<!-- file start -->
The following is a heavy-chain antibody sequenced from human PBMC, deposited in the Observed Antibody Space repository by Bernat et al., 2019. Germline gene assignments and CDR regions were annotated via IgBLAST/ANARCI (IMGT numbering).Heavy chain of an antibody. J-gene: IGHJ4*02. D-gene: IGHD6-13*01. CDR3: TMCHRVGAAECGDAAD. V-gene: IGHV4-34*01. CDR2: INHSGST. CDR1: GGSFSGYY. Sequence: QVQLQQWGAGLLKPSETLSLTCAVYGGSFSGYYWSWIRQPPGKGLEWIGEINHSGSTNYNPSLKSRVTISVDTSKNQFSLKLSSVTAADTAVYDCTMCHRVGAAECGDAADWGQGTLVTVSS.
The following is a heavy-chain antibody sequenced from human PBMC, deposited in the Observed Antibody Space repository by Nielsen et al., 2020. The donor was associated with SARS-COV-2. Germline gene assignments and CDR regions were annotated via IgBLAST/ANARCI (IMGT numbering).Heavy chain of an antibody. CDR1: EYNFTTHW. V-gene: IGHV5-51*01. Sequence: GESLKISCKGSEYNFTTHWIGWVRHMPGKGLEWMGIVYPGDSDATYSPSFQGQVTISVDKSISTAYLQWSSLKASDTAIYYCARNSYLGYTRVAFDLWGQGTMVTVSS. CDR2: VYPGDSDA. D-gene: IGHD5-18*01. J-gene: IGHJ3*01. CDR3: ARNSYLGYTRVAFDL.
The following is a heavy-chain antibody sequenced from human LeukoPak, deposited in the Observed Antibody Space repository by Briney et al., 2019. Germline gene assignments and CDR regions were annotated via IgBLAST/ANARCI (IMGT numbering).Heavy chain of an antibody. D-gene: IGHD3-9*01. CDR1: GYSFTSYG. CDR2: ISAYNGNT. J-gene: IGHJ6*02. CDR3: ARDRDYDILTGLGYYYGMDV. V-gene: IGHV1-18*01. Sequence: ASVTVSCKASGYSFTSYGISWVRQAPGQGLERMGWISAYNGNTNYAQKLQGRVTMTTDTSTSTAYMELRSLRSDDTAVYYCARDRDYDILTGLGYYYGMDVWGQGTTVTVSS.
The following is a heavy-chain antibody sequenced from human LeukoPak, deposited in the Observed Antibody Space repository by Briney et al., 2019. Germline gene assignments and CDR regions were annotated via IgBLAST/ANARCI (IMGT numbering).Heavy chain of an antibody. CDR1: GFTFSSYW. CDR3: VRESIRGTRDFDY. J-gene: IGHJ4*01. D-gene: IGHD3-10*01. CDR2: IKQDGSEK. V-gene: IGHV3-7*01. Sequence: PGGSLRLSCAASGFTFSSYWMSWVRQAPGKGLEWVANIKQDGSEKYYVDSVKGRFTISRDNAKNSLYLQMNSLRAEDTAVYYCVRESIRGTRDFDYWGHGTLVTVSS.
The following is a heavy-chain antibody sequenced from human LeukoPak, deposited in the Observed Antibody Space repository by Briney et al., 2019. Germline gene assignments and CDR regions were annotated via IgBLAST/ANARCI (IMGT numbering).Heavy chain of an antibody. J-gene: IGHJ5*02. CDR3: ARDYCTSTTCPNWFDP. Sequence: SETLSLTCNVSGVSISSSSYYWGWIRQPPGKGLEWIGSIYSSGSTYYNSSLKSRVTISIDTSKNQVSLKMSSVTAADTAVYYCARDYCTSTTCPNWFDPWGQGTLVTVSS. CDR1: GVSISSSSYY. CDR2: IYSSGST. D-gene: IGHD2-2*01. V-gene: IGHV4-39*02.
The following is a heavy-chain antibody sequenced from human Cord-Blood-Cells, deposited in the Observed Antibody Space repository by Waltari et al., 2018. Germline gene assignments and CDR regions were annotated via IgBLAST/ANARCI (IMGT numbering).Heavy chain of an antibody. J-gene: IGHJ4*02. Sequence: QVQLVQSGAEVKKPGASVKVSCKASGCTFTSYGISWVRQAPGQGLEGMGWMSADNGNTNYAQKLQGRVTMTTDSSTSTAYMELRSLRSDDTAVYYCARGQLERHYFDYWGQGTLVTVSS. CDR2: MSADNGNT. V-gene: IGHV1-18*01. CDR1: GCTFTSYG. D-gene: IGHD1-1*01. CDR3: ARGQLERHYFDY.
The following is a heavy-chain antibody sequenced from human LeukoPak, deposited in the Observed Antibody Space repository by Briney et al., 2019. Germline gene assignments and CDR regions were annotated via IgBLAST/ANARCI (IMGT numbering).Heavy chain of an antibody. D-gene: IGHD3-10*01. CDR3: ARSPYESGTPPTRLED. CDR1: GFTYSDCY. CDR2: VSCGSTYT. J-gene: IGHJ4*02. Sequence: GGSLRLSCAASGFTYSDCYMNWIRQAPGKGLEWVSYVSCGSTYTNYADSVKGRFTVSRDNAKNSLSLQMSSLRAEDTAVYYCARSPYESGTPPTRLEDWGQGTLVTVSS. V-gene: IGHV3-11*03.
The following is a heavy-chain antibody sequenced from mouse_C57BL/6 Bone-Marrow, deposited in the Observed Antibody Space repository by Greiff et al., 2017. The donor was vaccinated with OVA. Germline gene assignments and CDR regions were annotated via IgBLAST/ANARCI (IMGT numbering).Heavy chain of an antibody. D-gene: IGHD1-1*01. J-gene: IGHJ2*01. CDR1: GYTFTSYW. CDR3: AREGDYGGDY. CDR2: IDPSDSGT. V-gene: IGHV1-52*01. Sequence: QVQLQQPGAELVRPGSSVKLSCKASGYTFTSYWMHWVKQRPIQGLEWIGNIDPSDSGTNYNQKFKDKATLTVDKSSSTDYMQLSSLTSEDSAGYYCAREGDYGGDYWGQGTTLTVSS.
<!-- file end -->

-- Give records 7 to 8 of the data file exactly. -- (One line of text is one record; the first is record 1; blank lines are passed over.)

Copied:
The following is a heavy-chain antibody sequenced from human LeukoPak, deposited in the Observed Antibody Space repository by Briney et al., 2019. Germline gene assignments and CDR regions were annotated via IgBLAST/ANARCI (IMGT numbering).Heavy chain of an antibody. D-gene: IGHD3-10*01. CDR3: ARSPYESGTPPTRLED. CDR1: GFTYSDCY. CDR2: VSCGSTYT. J-gene: IGHJ4*02. Sequence: GGSLRLSCAASGFTYSDCYMNWIRQAPGKGLEWVSYVSCGSTYTNYADSVKGRFTVSRDNAKNSLSLQMSSLRAEDTAVYYCARSPYESGTPPTRLEDWGQGTLVTVSS. V-gene: IGHV3-11*03.
The following is a heavy-chain antibody sequenced from mouse_C57BL/6 Bone-Marrow, deposited in the Observed Antibody Space repository by Greiff et al., 2017. The donor was vaccinated with OVA. Germline gene assignments and CDR regions were annotated via IgBLAST/ANARCI (IMGT numbering).Heavy chain of an antibody. D-gene: IGHD1-1*01. J-gene: IGHJ2*01. CDR1: GYTFTSYW. CDR3: AREGDYGGDY. CDR2: IDPSDSGT. V-gene: IGHV1-52*01. Sequence: QVQLQQPGAELVRPGSSVKLSCKASGYTFTSYWMHWVKQRPIQGLEWIGNIDPSDSGTNYNQKFKDKATLTVDKSSSTDYMQLSSLTSEDSAGYYCAREGDYGGDYWGQGTTLTVSS.